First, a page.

Smoke Alarms

Smoke alarms to detect a fire are essential in every home. Working smoke alarms save lives, allowing you more time to escape.

Safety Tips

Where to Install

Smoke alarms should be installed in:

  • All sleeping rooms.
  • Outside of each separate sleeping area, in the immediate vicinity of the sleeping rooms (hallway, but not by the bathroom).
  • On each level of the dwelling unit, including basements.

Proper Placement:

  • If mounted on the ceiling, it must be more than 4 inches from the wall.
  • It cannot be closer than 4 inches, or more than 12 inches from the ceiling if mounted on the wall.
  • Smoke alarms should not be installed within 36 inches of windows, exterior doors, or ducts where drafts might interfere with their operation.
  • Smoke alarms should not be painted or have stickers or other decorations present.
  • Smoke detectors should not be installed within 10 feet of a cooking appliance.
  • Smoke detectors should not be installed within 3 feet of ceiling fans, air ducts, exterior doors, or windows.

Maintenance Reminders

  • Test smoke alarms each month to ensure it is working and familiarize household members with the sound.
  • Dust or vacuum smoke alarms frequently to eliminate dust, debris, and insects that may cause false alarms.
  • If your smoke alarms have a nine-volt battery, replace the battery each year.
  • Replace smoke alarm units every ten years or sooner if they do not respond properly.

Close Before You Doze

A closed door can slow the spread of fire, reduce toxic smoke levels, improve oxygen levels, and decrease temperatures dramatically. That could make a life-saving difference in your home.

There are many factors causing homes to burn quicker than ever before, which place the occupants and fire fighters at risk. Consider installing an automatic fire sprinkler system when building or remodeling an existing home.

NFPA 72®
National Fire Alarm and Signaling Code®

NFPA 72 provides the latest safety provisions to meet society’s changing fire detection, signaling, and emergency communications demands. In addition to the core focus on fire alarm systems, the Code includes requirements for mass notification systems used for weather emergencies; terrorist events; biological, chemical, and nuclear emergencies; and other threats.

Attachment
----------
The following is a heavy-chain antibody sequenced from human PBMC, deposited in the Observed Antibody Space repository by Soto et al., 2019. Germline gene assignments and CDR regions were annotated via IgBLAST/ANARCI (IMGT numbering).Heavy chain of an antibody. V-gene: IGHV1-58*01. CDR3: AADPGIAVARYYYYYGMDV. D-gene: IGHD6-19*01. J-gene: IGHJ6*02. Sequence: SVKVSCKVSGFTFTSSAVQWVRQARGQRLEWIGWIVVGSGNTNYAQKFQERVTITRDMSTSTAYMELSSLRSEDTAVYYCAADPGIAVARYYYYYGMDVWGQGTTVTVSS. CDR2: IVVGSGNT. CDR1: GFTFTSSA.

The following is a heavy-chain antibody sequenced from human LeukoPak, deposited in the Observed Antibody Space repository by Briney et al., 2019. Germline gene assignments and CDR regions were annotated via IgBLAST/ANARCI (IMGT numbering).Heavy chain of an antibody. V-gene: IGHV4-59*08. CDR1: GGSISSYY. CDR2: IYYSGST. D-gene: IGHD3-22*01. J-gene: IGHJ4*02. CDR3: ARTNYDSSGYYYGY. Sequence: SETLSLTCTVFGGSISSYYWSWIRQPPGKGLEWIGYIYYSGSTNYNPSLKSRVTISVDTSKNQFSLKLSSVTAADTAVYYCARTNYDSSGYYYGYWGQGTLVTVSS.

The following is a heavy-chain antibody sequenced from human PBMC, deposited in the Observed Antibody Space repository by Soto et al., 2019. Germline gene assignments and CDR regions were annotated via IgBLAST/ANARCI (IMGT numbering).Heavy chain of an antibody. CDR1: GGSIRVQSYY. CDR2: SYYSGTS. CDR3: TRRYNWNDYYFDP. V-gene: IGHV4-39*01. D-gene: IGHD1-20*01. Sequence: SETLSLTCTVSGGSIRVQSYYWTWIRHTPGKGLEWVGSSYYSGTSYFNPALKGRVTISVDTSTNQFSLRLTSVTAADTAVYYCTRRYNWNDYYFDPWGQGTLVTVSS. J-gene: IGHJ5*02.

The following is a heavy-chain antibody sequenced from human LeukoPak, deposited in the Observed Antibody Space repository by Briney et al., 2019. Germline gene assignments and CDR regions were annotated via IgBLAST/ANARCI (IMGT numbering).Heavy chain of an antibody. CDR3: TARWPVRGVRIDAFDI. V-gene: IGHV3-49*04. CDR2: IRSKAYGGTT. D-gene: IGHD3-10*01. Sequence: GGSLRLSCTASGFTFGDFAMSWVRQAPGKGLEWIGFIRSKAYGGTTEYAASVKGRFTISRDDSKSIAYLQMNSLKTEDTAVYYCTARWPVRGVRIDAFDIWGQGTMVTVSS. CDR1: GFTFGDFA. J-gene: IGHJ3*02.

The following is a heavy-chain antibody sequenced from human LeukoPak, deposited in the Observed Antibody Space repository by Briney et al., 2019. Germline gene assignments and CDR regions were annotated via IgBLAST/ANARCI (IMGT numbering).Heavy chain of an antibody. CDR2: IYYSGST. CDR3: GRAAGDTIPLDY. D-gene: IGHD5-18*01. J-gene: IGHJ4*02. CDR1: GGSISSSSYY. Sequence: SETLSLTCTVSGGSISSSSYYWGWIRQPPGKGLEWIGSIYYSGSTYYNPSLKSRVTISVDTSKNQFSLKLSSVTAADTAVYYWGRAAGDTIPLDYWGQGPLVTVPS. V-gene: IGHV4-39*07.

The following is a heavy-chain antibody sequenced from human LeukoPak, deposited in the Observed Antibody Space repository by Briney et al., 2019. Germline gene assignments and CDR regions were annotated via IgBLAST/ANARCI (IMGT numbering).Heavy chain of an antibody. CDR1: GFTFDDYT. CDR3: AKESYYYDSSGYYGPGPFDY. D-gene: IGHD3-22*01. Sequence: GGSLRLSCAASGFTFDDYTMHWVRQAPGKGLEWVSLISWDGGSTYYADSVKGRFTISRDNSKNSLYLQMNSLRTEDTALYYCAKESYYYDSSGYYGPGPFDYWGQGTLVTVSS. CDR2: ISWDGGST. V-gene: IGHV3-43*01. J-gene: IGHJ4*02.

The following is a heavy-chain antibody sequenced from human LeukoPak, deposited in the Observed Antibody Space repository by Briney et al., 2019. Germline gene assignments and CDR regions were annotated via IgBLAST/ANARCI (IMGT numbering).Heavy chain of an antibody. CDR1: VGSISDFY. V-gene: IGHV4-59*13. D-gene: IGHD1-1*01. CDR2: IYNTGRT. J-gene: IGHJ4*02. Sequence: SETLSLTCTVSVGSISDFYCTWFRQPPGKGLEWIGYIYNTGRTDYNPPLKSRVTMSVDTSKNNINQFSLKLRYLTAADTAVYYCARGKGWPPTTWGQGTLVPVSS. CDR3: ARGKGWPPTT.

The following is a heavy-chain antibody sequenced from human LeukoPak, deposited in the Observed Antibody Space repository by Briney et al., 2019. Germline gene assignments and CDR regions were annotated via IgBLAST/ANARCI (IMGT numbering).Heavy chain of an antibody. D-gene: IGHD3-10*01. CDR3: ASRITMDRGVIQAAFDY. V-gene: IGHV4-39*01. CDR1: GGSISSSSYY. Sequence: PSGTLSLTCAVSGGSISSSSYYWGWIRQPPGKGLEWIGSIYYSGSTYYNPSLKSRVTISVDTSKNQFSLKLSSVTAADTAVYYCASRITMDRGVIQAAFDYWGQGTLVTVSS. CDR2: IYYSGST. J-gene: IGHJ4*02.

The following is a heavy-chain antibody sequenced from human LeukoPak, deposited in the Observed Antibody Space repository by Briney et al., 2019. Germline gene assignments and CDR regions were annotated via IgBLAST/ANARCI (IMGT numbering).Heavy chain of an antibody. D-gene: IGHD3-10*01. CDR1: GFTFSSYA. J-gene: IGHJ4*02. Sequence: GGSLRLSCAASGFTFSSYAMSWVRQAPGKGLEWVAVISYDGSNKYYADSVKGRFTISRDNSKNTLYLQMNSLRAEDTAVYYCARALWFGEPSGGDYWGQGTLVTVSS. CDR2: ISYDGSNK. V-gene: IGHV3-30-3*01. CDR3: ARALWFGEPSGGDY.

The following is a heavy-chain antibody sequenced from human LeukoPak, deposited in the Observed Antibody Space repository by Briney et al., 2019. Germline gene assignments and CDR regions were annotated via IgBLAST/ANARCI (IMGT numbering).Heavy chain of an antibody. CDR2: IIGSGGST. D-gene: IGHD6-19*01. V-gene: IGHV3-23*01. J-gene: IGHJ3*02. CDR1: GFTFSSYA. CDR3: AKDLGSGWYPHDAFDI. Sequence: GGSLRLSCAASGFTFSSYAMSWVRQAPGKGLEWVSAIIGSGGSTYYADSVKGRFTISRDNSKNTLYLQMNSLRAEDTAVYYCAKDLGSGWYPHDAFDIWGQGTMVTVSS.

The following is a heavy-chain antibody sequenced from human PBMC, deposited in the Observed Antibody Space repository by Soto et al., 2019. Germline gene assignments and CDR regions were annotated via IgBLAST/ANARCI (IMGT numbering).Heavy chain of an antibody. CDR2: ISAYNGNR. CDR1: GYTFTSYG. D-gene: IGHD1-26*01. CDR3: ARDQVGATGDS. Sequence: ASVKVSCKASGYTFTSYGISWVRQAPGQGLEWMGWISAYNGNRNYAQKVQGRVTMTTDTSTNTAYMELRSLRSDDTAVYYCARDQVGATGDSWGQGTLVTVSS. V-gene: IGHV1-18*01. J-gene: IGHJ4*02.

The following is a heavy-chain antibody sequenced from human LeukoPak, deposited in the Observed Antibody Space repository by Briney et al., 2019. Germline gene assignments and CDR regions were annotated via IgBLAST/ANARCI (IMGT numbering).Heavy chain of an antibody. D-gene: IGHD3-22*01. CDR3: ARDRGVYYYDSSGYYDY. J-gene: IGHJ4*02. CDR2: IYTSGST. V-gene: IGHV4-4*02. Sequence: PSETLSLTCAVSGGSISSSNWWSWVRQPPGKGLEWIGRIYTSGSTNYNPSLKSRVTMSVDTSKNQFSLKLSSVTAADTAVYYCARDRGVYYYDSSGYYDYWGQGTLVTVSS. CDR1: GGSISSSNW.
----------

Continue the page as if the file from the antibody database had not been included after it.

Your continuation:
Types of Smoke Alarms

There are different types of smoke alarms to fit your family’s needs. Ensure everyone in your home understands and reacts to the signal (light, vibration, or sound) best for their situation.

Always choose equipment that has the label of a recognized testing laboratory. All smoke alarms should be tested at least monthly. Maintain and replace devices according to the manufacturer’s recommendations.

Ionization Sensing

Detects invisible fire particles from flaming combustion. Ionization-type alarms are more responsive to flaming fires. Smoke disrupts ions in the detector causing the alarm to sound.

Photoelectric Sensing

Effectively detects smoke particles commonly produced by smoldering fires. Photoelectric smoke alarms are more sensitive to smoldering fires. Smoke reflects light onto a light sensor activating the alarm to sound.

Devices for the Hearing and Visually Impaired

There are smoke alarms equipped with American with Disabilities Act-compliant strobe lights intended to alert a person while awake.

Vibration notification appliances, such as pillow or bed shakers, are specifically designed to wake a sleeping person. These alert devices are activated by the sound of a traditional smoke alarm and sends vibrations to the mattress.

Power Sources

10-Year Lithium Battery

  • The battery is sealed-in and non-replaceable.
  • Alarm automatically activates when attached to the mounting bracket.
  • Replace the entire unit after 10 years.
  • Completely recyclable as an electronic device.

9-Volt Battery (not hard-wired)

  • Replace the battery every year.
  • Use fresh alkaline batteries; not the rechargeable ones.
  • Replace the entire unit after 10 years.


  • A licensed electrician wires power throughout the home where smoke detectors are placed.
  • These smoke alarms require a back-up battery (usually 9-volt) in case the home loses power.
  • Replace the battery every year.
  • Many hard-wired systems will be connected to each other. If one smoke detector activates, all will activate.

If you have doubts about fighting a fire... Just get out!

Never risk your life to save property! Remember to close the door behind you to help contain the fire. Call 9-1-1 from outside the building.